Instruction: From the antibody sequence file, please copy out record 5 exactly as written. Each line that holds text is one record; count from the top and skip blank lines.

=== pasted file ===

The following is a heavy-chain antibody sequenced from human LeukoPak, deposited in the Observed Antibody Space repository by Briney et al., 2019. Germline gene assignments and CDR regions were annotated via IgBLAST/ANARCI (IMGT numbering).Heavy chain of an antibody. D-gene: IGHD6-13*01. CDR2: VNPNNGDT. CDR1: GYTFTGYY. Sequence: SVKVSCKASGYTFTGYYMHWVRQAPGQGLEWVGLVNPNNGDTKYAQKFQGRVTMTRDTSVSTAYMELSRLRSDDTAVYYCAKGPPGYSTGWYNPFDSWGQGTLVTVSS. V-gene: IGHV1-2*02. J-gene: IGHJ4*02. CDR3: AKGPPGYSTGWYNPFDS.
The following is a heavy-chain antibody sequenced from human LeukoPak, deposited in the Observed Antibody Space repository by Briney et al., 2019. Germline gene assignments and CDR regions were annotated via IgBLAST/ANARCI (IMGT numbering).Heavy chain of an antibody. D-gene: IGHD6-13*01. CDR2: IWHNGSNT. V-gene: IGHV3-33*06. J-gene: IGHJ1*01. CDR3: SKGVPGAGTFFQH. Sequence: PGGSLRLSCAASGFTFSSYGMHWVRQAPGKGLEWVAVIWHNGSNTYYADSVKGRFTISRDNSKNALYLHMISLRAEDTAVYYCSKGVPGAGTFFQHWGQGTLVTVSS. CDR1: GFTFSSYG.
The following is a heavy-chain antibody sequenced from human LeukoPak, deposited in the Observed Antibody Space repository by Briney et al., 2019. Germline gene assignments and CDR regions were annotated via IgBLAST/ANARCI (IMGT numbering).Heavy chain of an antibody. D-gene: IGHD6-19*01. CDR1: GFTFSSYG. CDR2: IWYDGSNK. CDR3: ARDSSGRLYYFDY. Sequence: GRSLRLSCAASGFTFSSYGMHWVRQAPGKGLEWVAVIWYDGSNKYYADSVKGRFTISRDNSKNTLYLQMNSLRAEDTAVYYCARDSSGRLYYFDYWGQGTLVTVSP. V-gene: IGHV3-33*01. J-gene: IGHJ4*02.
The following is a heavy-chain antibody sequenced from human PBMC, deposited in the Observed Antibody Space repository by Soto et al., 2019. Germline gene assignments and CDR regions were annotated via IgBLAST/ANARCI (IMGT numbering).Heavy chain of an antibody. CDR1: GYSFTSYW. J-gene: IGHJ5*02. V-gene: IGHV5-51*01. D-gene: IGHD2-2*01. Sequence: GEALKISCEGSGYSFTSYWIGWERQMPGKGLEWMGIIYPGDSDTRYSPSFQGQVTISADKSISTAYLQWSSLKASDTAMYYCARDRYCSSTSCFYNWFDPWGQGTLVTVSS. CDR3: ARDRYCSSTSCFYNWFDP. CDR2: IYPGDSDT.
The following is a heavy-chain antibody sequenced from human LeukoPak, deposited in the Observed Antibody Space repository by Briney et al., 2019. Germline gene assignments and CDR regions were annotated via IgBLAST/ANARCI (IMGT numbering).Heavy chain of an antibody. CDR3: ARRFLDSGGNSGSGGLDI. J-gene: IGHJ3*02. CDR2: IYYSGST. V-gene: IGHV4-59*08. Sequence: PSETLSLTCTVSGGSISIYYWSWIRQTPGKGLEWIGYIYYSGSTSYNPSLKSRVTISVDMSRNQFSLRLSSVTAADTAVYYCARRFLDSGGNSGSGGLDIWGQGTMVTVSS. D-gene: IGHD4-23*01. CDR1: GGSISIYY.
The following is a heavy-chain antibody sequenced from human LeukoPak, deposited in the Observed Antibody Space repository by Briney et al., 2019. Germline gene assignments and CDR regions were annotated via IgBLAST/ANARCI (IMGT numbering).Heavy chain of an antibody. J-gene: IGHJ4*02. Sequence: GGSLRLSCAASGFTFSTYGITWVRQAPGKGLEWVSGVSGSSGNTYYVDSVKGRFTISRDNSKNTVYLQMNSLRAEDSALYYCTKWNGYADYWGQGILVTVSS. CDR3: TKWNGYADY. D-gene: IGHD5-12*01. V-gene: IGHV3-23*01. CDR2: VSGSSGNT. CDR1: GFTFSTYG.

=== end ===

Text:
The following is a heavy-chain antibody sequenced from human LeukoPak, deposited in the Observed Antibody Space repository by Briney et al., 2019. Germline gene assignments and CDR regions were annotated via IgBLAST/ANARCI (IMGT numbering).Heavy chain of an antibody. CDR3: ARRFLDSGGNSGSGGLDI. J-gene: IGHJ3*02. CDR2: IYYSGST. V-gene: IGHV4-59*08. Sequence: PSETLSLTCTVSGGSISIYYWSWIRQTPGKGLEWIGYIYYSGSTSYNPSLKSRVTISVDMSRNQFSLRLSSVTAADTAVYYCARRFLDSGGNSGSGGLDIWGQGTMVTVSS. D-gene: IGHD4-23*01. CDR1: GGSISIYY.